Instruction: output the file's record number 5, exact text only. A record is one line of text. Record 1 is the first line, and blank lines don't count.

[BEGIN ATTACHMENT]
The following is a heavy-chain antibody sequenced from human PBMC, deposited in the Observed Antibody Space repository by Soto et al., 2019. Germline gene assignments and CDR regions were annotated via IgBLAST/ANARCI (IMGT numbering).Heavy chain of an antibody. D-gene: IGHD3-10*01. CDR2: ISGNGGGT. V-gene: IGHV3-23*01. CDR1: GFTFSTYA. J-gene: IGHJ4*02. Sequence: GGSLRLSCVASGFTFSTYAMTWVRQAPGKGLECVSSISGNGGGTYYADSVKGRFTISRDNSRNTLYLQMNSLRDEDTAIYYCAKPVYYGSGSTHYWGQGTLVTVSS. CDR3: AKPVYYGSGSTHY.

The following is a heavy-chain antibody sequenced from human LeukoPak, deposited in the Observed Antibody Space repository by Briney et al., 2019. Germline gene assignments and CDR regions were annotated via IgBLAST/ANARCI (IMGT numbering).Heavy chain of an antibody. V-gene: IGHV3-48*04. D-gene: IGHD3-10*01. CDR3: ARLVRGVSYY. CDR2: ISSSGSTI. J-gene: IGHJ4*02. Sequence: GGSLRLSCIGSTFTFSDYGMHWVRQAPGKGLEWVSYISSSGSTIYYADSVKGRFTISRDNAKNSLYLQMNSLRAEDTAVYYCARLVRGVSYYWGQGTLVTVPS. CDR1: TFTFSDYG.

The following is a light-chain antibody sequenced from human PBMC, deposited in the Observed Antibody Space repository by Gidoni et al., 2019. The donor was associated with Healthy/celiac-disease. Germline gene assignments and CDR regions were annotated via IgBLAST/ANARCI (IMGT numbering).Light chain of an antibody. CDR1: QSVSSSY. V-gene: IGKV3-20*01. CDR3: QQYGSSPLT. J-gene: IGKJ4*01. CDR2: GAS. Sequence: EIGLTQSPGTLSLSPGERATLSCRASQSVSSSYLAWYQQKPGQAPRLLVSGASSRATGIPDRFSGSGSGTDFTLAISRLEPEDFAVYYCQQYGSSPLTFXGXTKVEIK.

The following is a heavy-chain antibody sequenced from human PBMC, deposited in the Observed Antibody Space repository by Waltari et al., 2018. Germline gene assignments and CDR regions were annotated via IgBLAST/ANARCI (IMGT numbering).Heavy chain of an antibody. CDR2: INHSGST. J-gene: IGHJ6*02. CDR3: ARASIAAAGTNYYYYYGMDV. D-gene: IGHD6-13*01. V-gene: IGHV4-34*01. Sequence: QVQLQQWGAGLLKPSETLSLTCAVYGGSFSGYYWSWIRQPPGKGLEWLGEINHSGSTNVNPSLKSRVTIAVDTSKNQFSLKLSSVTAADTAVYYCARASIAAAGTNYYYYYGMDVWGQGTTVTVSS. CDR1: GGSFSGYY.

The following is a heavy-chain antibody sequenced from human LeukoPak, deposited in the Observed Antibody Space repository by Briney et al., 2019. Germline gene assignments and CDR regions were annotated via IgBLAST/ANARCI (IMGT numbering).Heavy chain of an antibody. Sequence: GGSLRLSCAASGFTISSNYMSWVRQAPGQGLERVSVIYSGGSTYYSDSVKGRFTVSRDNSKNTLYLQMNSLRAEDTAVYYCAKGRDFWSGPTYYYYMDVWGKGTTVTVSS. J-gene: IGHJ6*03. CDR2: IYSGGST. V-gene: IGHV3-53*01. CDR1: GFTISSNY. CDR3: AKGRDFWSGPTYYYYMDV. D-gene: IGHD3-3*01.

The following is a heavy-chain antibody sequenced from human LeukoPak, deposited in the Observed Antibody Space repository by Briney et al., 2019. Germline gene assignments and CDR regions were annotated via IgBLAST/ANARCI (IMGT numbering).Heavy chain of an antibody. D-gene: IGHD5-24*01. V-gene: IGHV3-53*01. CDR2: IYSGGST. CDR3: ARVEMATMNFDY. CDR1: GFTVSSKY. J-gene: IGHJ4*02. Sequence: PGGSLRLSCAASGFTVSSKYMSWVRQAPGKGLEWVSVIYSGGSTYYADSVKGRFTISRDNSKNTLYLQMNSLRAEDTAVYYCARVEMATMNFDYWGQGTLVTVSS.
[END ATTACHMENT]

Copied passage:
The following is a heavy-chain antibody sequenced from human LeukoPak, deposited in the Observed Antibody Space repository by Briney et al., 2019. Germline gene assignments and CDR regions were annotated via IgBLAST/ANARCI (IMGT numbering).Heavy chain of an antibody. Sequence: GGSLRLSCAASGFTISSNYMSWVRQAPGQGLERVSVIYSGGSTYYSDSVKGRFTVSRDNSKNTLYLQMNSLRAEDTAVYYCAKGRDFWSGPTYYYYMDVWGKGTTVTVSS. J-gene: IGHJ6*03. CDR2: IYSGGST. V-gene: IGHV3-53*01. CDR1: GFTISSNY. CDR3: AKGRDFWSGPTYYYYMDV. D-gene: IGHD3-3*01.